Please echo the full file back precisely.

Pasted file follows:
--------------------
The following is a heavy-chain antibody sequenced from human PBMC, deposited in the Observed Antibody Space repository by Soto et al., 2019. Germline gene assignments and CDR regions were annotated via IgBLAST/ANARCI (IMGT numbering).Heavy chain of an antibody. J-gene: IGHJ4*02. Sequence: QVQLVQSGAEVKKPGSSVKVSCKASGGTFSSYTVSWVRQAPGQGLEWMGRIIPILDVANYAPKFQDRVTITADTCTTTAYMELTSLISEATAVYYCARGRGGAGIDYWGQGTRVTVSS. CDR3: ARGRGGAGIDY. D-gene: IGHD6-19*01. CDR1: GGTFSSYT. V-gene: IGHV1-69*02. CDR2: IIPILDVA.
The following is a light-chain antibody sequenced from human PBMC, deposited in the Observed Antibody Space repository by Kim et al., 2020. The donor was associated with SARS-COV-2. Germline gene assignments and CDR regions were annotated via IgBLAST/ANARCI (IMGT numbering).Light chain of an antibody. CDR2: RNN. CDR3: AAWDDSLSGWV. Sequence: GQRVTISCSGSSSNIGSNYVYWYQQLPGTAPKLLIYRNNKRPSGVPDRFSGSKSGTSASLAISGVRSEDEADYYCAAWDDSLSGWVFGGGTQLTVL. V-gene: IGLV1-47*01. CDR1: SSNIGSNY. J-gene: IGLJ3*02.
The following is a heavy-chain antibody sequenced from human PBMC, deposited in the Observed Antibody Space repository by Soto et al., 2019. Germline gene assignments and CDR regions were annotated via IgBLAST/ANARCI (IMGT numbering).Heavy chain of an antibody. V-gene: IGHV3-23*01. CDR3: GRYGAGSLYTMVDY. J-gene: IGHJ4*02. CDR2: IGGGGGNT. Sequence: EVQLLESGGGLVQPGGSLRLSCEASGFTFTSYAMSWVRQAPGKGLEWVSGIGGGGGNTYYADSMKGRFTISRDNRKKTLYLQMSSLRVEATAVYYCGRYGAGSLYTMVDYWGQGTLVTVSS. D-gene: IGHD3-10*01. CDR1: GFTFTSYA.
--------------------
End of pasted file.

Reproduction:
The following is a heavy-chain antibody sequenced from human PBMC, deposited in the Observed Antibody Space repository by Soto et al., 2019. Germline gene assignments and CDR regions were annotated via IgBLAST/ANARCI (IMGT numbering).Heavy chain of an antibody. J-gene: IGHJ4*02. Sequence: QVQLVQSGAEVKKPGSSVKVSCKASGGTFSSYTVSWVRQAPGQGLEWMGRIIPILDVANYAPKFQDRVTITADTCTTTAYMELTSLISEATAVYYCARGRGGAGIDYWGQGTRVTVSS. CDR3: ARGRGGAGIDY. D-gene: IGHD6-19*01. CDR1: GGTFSSYT. V-gene: IGHV1-69*02. CDR2: IIPILDVA.
The following is a light-chain antibody sequenced from human PBMC, deposited in the Observed Antibody Space repository by Kim et al., 2020. The donor was associated with SARS-COV-2. Germline gene assignments and CDR regions were annotated via IgBLAST/ANARCI (IMGT numbering).Light chain of an antibody. CDR2: RNN. CDR3: AAWDDSLSGWV. Sequence: GQRVTISCSGSSSNIGSNYVYWYQQLPGTAPKLLIYRNNKRPSGVPDRFSGSKSGTSASLAISGVRSEDEADYYCAAWDDSLSGWVFGGGTQLTVL. V-gene: IGLV1-47*01. CDR1: SSNIGSNY. J-gene: IGLJ3*02.
The following is a heavy-chain antibody sequenced from human PBMC, deposited in the Observed Antibody Space repository by Soto et al., 2019. Germline gene assignments and CDR regions were annotated via IgBLAST/ANARCI (IMGT numbering).Heavy chain of an antibody. V-gene: IGHV3-23*01. CDR3: GRYGAGSLYTMVDY. J-gene: IGHJ4*02. CDR2: IGGGGGNT. Sequence: EVQLLESGGGLVQPGGSLRLSCEASGFTFTSYAMSWVRQAPGKGLEWVSGIGGGGGNTYYADSMKGRFTISRDNRKKTLYLQMSSLRVEATAVYYCGRYGAGSLYTMVDYWGQGTLVTVSS. D-gene: IGHD3-10*01. CDR1: GFTFTSYA.